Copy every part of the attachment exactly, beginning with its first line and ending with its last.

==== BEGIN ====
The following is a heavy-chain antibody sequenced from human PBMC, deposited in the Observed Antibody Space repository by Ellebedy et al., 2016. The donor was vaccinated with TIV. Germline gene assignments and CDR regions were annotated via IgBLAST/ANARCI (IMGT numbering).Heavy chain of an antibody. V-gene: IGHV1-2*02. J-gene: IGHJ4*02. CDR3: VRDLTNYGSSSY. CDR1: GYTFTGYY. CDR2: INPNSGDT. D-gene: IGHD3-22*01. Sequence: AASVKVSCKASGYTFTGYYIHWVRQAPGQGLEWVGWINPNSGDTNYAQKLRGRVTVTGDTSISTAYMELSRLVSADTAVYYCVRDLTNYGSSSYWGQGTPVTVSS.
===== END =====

The following is a heavy-chain antibody sequenced from human PBMC, deposited in the Observed Antibody Space repository by Ellebedy et al., 2016. The donor was vaccinated with TIV. Germline gene assignments and CDR regions were annotated via IgBLAST/ANARCI (IMGT numbering).Heavy chain of an antibody. V-gene: IGHV1-2*02. J-gene: IGHJ4*02. CDR3: VRDLTNYGSSSY. CDR1: GYTFTGYY. CDR2: INPNSGDT. D-gene: IGHD3-22*01. Sequence: AASVKVSCKASGYTFTGYYIHWVRQAPGQGLEWVGWINPNSGDTNYAQKLRGRVTVTGDTSISTAYMELSRLVSADTAVYYCVRDLTNYGSSSYWGQGTPVTVSS.